SLA Support in the ASP Environment
In order to meet the business SLA requirements within an ASP environment, an ASP needs to allocate the different resources that are available within the environment. The two key resources available within a server farm are the network bandwidth and the server processing capacity assigned to a specific customer.
The main aspect of dealing with SLAs for service providers involves the proportion of the network bandwidth that is to be allocated to each of the service levels. In most cases, the bandwidth is the amount of traffic generated by the servers, rather than the traffic coming into the servers. The allocation of access link bandwidth can be done in one of the following ways:
The access router maintains separate queues for each of the service levels. Most access routers can be configured to support a limited number of queues, and they use the weighted round robin queuing discipline to service the queues. The queuing discipline allows the sharing of access link bandwidth in the specified manner in cases of high load. If a customer is not using its allocated capacity, the remainder is shared among the active customers. The drawback of this approach is that most access routers permit a relatively limited number of queues (four or eight) to be created in this manner. If a service provider is supporting many customers, this approach is likely to be inadequate. The other drawback of rate control at the access router is that the behavior of the TCP connections in the presence of packet drops at the access router results in erratic application performance.
The access router implements a partial TCP stack and manipulates the TCP header information to control how much traffic flows into the network. The amount of data that TCP sends out into the network is controlled by its congestion control algorithm. At any time, TCP determines the total number of packets in flight in the network by the number of bytes that are acknowledged in each message from the other side. By reducing an acknowledgment of, for example, 1024 bytes into two acknowledgments of 512 bytes each, the transmission rates can be made smoother. Similarly, determining a maximum rate at which these bytes will be acknowledged can reduce the maximum bandwidth used in the network by any application.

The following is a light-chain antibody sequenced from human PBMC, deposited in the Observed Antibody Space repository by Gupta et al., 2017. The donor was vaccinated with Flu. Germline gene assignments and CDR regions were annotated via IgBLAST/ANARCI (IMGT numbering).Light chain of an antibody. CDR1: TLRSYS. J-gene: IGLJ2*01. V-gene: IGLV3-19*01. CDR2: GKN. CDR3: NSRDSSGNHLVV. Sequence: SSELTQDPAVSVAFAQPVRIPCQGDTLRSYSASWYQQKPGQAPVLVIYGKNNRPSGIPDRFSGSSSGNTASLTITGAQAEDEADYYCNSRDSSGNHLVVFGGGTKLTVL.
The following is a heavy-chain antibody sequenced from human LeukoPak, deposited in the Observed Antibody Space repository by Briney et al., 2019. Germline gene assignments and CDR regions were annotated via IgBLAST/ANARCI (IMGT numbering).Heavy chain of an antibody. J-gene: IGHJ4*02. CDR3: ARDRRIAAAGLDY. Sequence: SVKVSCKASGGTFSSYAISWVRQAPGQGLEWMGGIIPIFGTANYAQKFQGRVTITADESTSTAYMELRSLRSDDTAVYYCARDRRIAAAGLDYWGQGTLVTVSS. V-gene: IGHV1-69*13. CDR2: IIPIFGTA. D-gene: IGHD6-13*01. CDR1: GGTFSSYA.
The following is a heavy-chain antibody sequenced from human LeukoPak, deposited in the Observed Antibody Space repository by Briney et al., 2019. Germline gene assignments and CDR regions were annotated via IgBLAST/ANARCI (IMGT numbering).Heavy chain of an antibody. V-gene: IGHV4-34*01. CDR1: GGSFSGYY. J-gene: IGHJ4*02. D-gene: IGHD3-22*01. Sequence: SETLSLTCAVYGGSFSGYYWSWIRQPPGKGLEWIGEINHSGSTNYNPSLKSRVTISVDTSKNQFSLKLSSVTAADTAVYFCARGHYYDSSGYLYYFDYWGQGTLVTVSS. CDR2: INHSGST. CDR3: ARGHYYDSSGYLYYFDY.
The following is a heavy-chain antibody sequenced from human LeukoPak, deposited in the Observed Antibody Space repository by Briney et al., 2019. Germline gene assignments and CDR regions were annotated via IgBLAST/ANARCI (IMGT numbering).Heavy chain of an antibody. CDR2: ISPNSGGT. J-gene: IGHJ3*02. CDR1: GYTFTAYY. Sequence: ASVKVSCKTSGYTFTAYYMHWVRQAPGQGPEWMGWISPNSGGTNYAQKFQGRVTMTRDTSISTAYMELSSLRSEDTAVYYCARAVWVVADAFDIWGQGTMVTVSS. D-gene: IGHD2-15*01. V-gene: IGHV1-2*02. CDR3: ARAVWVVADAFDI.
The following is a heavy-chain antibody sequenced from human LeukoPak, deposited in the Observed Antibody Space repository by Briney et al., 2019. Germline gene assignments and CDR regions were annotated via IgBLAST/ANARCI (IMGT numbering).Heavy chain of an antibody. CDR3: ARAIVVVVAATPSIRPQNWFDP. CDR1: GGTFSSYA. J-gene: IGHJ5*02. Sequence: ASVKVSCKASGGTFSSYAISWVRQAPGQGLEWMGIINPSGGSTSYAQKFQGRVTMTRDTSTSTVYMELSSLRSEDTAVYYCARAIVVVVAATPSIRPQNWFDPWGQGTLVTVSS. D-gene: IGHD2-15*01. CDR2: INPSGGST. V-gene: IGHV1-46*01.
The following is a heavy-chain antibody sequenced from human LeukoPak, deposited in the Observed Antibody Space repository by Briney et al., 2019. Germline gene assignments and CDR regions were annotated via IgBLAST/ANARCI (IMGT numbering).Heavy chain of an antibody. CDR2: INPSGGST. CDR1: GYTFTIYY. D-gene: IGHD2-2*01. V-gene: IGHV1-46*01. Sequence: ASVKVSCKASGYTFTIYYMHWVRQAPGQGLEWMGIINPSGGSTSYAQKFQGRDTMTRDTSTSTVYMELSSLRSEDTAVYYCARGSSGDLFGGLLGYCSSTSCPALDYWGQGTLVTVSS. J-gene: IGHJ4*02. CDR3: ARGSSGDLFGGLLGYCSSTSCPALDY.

Rates are allowed to different servers, each of which implements packet shaping and rate control at the server. This shaping can be done at the TCP connection level and therefore is more efficient at meeting the desired throughput on a per-connection basis. The advantage of this approach is that unnecessary packet losses (and the resulting TCP cut down of rate) are avoided. Server-based rate control tends to produce more predictable application performance than network-based rate control. However, the partitioning of bandwidth among different customers means that there might be excess capacity assigned to a customer who is not using it, but no other customer can use that bandwidth. This also requires that the server's TCP/IP stack support packet shaping and rate control. Not all commercial servers provide this support.
Apart from bandwidth, the other resources in the server farm can also be allocated to the various customers. Depending on the hosting environment, these resources could take the form of the space within the hosting complex, the number of servers, the disk space allocated from a common pool, or the number of access links available on the back end. The service provider must put into place policies that dictate how many servers will be allocated to each customer and under what conditions. Similarly, other resources in the server farm may be reallocated among the different customers.